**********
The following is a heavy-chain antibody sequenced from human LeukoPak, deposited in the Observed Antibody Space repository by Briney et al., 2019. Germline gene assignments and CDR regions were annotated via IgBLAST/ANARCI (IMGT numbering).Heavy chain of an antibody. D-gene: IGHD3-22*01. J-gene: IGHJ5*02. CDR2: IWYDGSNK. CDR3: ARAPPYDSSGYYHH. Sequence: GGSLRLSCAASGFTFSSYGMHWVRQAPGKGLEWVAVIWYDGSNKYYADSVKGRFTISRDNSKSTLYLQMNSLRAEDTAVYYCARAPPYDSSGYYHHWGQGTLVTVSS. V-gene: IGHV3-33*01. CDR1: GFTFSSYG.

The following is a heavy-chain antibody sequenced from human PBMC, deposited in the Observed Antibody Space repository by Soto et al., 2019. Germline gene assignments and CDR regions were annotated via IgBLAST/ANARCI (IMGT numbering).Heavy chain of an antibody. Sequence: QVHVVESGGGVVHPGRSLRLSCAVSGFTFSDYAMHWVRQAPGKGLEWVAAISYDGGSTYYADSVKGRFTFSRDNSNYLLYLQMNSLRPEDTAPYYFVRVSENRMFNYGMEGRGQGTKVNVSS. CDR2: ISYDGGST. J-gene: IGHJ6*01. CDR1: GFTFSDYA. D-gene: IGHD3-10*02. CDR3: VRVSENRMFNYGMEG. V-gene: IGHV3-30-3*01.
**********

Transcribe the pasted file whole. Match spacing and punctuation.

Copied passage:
The following is a heavy-chain antibody sequenced from human LeukoPak, deposited in the Observed Antibody Space repository by Briney et al., 2019. Germline gene assignments and CDR regions were annotated via IgBLAST/ANARCI (IMGT numbering).Heavy chain of an antibody. D-gene: IGHD3-22*01. J-gene: IGHJ5*02. CDR2: IWYDGSNK. CDR3: ARAPPYDSSGYYHH. Sequence: GGSLRLSCAASGFTFSSYGMHWVRQAPGKGLEWVAVIWYDGSNKYYADSVKGRFTISRDNSKSTLYLQMNSLRAEDTAVYYCARAPPYDSSGYYHHWGQGTLVTVSS. V-gene: IGHV3-33*01. CDR1: GFTFSSYG.

The following is a heavy-chain antibody sequenced from human PBMC, deposited in the Observed Antibody Space repository by Soto et al., 2019. Germline gene assignments and CDR regions were annotated via IgBLAST/ANARCI (IMGT numbering).Heavy chain of an antibody. Sequence: QVHVVESGGGVVHPGRSLRLSCAVSGFTFSDYAMHWVRQAPGKGLEWVAAISYDGGSTYYADSVKGRFTFSRDNSNYLLYLQMNSLRPEDTAPYYFVRVSENRMFNYGMEGRGQGTKVNVSS. CDR2: ISYDGGST. J-gene: IGHJ6*01. CDR1: GFTFSDYA. D-gene: IGHD3-10*02. CDR3: VRVSENRMFNYGMEG. V-gene: IGHV3-30-3*01.